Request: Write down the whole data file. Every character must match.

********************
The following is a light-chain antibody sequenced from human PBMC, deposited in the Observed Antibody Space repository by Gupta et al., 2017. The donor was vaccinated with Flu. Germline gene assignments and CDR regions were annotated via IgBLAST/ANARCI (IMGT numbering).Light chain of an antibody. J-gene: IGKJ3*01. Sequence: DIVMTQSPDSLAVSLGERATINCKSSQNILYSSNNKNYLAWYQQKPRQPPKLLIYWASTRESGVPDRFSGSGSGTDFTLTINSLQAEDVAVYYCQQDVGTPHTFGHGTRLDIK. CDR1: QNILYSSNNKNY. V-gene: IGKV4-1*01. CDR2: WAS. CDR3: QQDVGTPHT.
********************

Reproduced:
The following is a light-chain antibody sequenced from human PBMC, deposited in the Observed Antibody Space repository by Gupta et al., 2017. The donor was vaccinated with Flu. Germline gene assignments and CDR regions were annotated via IgBLAST/ANARCI (IMGT numbering).Light chain of an antibody. J-gene: IGKJ3*01. Sequence: DIVMTQSPDSLAVSLGERATINCKSSQNILYSSNNKNYLAWYQQKPRQPPKLLIYWASTRESGVPDRFSGSGSGTDFTLTINSLQAEDVAVYYCQQDVGTPHTFGHGTRLDIK. CDR1: QNILYSSNNKNY. V-gene: IGKV4-1*01. CDR2: WAS. CDR3: QQDVGTPHT.